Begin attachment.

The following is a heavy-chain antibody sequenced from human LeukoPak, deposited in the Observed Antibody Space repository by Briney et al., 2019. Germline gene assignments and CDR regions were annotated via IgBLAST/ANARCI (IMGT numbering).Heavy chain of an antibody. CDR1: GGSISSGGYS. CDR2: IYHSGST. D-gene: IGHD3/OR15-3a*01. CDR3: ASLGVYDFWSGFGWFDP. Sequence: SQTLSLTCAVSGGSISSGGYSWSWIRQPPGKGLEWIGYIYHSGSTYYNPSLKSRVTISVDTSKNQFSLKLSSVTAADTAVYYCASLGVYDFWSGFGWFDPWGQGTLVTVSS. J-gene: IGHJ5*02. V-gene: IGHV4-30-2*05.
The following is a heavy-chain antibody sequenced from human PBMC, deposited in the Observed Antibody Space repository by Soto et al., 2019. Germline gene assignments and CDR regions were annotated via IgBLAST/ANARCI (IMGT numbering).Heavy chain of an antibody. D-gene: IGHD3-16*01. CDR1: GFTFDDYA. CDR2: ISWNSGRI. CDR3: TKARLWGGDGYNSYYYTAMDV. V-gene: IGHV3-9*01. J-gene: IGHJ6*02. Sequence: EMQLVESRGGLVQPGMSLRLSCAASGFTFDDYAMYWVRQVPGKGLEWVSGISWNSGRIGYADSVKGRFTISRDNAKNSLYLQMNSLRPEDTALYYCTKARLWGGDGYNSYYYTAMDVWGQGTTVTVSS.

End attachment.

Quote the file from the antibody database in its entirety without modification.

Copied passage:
The following is a heavy-chain antibody sequenced from human LeukoPak, deposited in the Observed Antibody Space repository by Briney et al., 2019. Germline gene assignments and CDR regions were annotated via IgBLAST/ANARCI (IMGT numbering).Heavy chain of an antibody. CDR1: GGSISSGGYS. CDR2: IYHSGST. D-gene: IGHD3/OR15-3a*01. CDR3: ASLGVYDFWSGFGWFDP. Sequence: SQTLSLTCAVSGGSISSGGYSWSWIRQPPGKGLEWIGYIYHSGSTYYNPSLKSRVTISVDTSKNQFSLKLSSVTAADTAVYYCASLGVYDFWSGFGWFDPWGQGTLVTVSS. J-gene: IGHJ5*02. V-gene: IGHV4-30-2*05.
The following is a heavy-chain antibody sequenced from human PBMC, deposited in the Observed Antibody Space repository by Soto et al., 2019. Germline gene assignments and CDR regions were annotated via IgBLAST/ANARCI (IMGT numbering).Heavy chain of an antibody. D-gene: IGHD3-16*01. CDR1: GFTFDDYA. CDR2: ISWNSGRI. CDR3: TKARLWGGDGYNSYYYTAMDV. V-gene: IGHV3-9*01. J-gene: IGHJ6*02. Sequence: EMQLVESRGGLVQPGMSLRLSCAASGFTFDDYAMYWVRQVPGKGLEWVSGISWNSGRIGYADSVKGRFTISRDNAKNSLYLQMNSLRPEDTALYYCTKARLWGGDGYNSYYYTAMDVWGQGTTVTVSS.